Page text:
For his book “Dylan: Disc by Disc,” music critic and author Jon Bream talked with fifty-five musicians, journalists, and scholars about every album recorded by Bob Dylan. Here, Bream hosts a conversation about the albums Dylan recorded in Nashville, including “Blonde on Blonde,” “John Wesley Harding,” and “Nashville Skyline.” The panel includes singer-songwriter Marshall Chapman, steel guitarist Pete Finney (guest curator of the Museum exhibition “Dylan, Cash, and the Nashville Cats: A New Music City”), author Holly George-Warren, music journalist Geoffrey Himes, and recording artist Robyn Hitchcock.
Finney begins the discussion by explaining the circumstances of Bob Dylan first recording in Nashville, in 1966, after making his previous albums in New York. Panelists describe the contributions that Nashville session musicians such as Charlie McCoy and Kenny Buttrey made to Dylan’s albums in the late 1960s, and how well the Nashville musicians worked with keyboardist Al Kooper and guitarist Robbie Robertson—the pair of New York-based players Dylan brought with him.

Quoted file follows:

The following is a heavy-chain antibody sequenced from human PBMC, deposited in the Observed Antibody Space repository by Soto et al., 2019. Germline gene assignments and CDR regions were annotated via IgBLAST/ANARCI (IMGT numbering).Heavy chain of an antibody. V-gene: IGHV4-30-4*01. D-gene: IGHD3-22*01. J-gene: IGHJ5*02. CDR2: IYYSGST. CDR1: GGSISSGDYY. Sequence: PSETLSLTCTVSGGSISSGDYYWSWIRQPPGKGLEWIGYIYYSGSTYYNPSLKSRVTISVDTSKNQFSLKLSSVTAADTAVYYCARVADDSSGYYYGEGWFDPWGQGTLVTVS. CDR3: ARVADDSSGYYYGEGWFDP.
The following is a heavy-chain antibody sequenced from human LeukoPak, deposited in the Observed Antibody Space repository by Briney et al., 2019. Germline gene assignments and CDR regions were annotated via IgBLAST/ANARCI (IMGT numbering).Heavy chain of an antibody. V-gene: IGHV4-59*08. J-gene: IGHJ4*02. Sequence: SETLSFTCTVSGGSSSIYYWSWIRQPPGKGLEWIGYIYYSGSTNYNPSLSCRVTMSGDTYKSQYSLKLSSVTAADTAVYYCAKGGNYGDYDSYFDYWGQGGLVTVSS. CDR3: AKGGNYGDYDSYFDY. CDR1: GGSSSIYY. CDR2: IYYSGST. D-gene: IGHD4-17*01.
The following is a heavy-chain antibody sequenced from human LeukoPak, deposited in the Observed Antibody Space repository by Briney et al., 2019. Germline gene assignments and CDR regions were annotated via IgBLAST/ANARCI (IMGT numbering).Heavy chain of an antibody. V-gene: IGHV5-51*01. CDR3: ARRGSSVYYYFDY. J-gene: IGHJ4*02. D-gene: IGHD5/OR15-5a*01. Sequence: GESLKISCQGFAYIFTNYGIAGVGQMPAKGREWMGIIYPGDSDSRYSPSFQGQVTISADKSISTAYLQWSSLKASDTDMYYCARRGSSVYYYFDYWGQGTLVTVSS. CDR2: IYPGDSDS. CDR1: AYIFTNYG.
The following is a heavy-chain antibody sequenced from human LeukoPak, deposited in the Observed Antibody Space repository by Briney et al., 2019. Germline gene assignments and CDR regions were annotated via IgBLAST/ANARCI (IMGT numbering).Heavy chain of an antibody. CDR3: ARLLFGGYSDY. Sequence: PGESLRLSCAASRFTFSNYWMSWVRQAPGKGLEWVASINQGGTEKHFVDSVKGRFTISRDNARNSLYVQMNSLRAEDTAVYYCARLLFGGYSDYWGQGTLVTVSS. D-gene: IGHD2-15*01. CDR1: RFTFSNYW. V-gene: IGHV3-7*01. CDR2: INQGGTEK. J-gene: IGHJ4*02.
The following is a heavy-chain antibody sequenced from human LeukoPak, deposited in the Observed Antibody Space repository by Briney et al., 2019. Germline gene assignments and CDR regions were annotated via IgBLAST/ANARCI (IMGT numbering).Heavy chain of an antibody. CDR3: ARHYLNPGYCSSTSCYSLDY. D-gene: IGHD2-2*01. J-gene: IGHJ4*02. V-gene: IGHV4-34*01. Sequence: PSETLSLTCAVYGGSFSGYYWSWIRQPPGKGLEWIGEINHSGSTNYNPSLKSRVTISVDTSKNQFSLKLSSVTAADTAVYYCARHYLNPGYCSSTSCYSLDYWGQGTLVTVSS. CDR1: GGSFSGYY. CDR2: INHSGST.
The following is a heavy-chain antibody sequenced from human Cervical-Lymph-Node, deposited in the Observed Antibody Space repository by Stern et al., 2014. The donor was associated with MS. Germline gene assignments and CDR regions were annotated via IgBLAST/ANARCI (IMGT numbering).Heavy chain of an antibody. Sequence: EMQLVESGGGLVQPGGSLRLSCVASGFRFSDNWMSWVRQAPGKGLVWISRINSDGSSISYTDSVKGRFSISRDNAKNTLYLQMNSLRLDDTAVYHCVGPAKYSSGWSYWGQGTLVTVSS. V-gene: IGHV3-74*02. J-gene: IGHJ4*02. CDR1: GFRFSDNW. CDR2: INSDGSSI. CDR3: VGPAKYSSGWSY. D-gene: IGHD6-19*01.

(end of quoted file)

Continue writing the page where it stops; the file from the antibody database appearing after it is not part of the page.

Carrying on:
Hitchcock, who hails from England, speaks about the allure Nashville had for him once he heard the music Dylan made there. George-Warren talks about Dylan’s friendship and collaborations with Johnny Cash in the 1960s. And Chapman, who was a student at Vanderbilt in the late ’60s, describes what Nashville was like during that period. The panelists also weigh in on how Bob Dylan changed Nashville, and how Nashville changed Dylan.
Presented in partnership with the Americana Music Association during its annual conference, and in support of the exhibition "Dylan, Cash, and the Nashville Cats: A New Music City" (March 27, 2015, through December 31, 2016).
Find out more about our public programming: https://countrymusichalloffame.org/plan-your-visit/exhibits-activities/public-programs/
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